Fraudsters found guilty

Gang guilty of conspiracy to defraud holidaymakers

By TravelMole on 27 February 2008 in News

A gang of fraudsters have been found guilty of conspiracy to defraud thousands of innocent holidaymakers to the tune of £6 million.

Christakis Philippou, 62, Evangela Liogka, 38, and Timothy Entwisle, 56, were found guilty at Southwark crown court today after a six-week trial.

A fourth member of the gang, Peter Kemp, 52, had already pleaded guilty.

In the biggest case of its kind, the gang was prosecuted in connection with five holiday companies which, between July 2003 and August 2006, advertised holiday bargains that duped customers to pay for holidays that did not exist.

ABTA, the CAA and Teletext have worked closely with the Metropolitan Police to bring this case to court, providing manpower and funding to gather evidence.

In 2000, ABTA, the CAA and Teletext formed an anti-fraud group with the sole objective of working together to tackle and prevent fraud within the travel industry.

Mike Monk, ABTA’s head of financial services said: “Customers who booked with these companies were victims of criminal fraud. Our role as the leading travel association is to assist the police in identifying fraud and in prosecuting the perpetrators.

“We are very pleased that this case has been successful against a gang, who have persistently targeted the travel industry as they believed it was a soft target."

The Metropolitan police said the fraudsters offered cut-price deals which legitimate companies could not compete with.

The gang, who will be sentenced at a later date, set a cut off date when they planned for each company to crash, enabling them to disappear with the cash.

This left the travel industry and credit card companies to pick up the bill of lost holidays, with some victims even finding themselves stranded abroad with no accommodation or flights home.

Philippou set up the companies, for the summer season.

The defendants would then buy a travel company, retaining the original owner as a consultant and using others as the named director of the company, ensuring none of them were named on the bond allowing them to trade.

The companies named in this case were:

Ciao Travel trading under the name Sun (2004) - 2035 victims, losses 1.8 million

Onshine trading under the name Sunsplash (2005) - losses 1.8 million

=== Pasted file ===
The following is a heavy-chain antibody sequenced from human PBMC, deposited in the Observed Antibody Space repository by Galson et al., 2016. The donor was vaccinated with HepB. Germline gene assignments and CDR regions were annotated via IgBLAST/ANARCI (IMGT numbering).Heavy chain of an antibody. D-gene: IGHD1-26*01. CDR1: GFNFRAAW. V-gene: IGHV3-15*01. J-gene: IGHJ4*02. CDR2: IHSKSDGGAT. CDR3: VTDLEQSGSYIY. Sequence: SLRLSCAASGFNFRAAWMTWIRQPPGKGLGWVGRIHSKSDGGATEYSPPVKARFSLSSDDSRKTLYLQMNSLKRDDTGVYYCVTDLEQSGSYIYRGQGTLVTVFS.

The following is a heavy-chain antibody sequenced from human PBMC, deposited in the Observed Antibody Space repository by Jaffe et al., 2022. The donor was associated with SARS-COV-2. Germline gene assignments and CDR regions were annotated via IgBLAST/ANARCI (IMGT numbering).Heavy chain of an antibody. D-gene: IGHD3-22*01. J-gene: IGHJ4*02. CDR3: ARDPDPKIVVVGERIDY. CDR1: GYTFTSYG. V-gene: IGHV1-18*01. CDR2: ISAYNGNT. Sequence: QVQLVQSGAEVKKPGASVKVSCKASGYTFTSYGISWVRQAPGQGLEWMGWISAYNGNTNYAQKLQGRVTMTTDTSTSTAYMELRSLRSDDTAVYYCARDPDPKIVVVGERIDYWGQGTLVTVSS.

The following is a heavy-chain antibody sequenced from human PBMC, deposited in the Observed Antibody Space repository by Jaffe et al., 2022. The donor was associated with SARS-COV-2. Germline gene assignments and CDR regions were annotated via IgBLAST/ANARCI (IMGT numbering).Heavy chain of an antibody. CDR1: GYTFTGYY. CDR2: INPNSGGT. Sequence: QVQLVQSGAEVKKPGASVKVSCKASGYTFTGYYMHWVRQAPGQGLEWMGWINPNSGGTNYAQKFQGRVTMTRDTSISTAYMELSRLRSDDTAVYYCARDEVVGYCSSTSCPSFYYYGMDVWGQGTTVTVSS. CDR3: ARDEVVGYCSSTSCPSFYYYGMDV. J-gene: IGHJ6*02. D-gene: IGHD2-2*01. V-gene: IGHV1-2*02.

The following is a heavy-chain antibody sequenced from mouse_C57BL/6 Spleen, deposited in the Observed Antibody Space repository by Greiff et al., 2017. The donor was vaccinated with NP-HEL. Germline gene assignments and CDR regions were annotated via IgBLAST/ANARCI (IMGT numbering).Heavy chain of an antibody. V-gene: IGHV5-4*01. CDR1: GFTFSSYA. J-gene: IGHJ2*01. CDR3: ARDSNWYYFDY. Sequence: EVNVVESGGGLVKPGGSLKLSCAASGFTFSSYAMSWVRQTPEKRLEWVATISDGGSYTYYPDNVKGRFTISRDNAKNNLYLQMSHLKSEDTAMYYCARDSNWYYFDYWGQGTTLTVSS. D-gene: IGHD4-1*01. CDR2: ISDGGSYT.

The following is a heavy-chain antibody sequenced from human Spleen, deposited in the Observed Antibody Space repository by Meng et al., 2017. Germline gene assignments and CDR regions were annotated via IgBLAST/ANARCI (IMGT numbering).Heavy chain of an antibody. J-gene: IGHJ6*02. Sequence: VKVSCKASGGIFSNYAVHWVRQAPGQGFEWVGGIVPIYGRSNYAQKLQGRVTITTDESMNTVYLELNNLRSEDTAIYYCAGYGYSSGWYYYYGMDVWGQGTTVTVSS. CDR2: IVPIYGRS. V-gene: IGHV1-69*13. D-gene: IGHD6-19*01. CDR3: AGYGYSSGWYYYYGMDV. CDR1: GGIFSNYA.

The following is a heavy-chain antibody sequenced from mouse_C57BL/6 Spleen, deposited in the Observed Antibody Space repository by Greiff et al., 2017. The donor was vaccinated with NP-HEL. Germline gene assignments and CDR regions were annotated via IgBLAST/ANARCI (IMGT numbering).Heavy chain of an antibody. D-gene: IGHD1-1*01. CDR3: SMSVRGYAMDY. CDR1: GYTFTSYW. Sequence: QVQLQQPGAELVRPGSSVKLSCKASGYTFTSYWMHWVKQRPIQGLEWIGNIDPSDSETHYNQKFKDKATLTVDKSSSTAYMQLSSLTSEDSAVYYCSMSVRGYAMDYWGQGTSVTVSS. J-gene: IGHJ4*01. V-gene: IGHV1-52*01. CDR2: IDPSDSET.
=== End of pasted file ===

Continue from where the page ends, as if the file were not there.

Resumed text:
Grayrise Associates trading under the name Elite Travel (2005) - losses 1.7 million

Orange Sun Ltd trading under the names, (2006) - losses £620,000

Sun Orient trading under the name (2006) - no losses as police action taken.

The extent of the gang's activity was highlighted in August 2006 when the London Heathrow terrorist alert grounded all flights out of the UK.

Many people rang to check the flights they had booked were still valid, and those who had booked through the fraudulent companies began to discover that the flights did not exist.

They also called or e-mailed their hotels to find that there was no accommodation booked.

The authorities were inundated with complaints from victims about Islington-based company ‘Sun Orient’. Local police visited the premises and enquiries led them to Orange Sun Ltd, which had already folded.

After extensive media coverage of the scams, many victims began posting comments on website message boards and it became clear that there were countless victims throughout the UK.

The Met police designed a proforma which was posted on the Fraud Alert website. There were over 800 reports posted on the site that were used as hearsay material for the trial and, in addition, police took 56 victim statements and over 300 witness statements.

Detective superintendent Russell Day, from the Specialist and Economic Crime Command, said: “Today’s verdict is justice for the thousands of victims that resulted from this highly sophisticated fraud.

"The criminals benefited greatly from this scam without a second thought about their victims, which included handicapped children, honeymoon couples and people celebrating their retirement.

"I am grateful for the assistance of the travel industry during the investigation and praise the dedication and professionalism of the detectives in this case.

“Although we have already recovered substantial criminal proceeds, these criminals have been enjoying a criminal lifestyle for many years and our work continues to locate and seize all their criminal assets.

"It is a source of frustration that fraud is sometimes seen as a victimless crime but this investigation amply illustrates the parasitic nature of fraudsters and their impact on a multitude of victims across the broad range of our society.”


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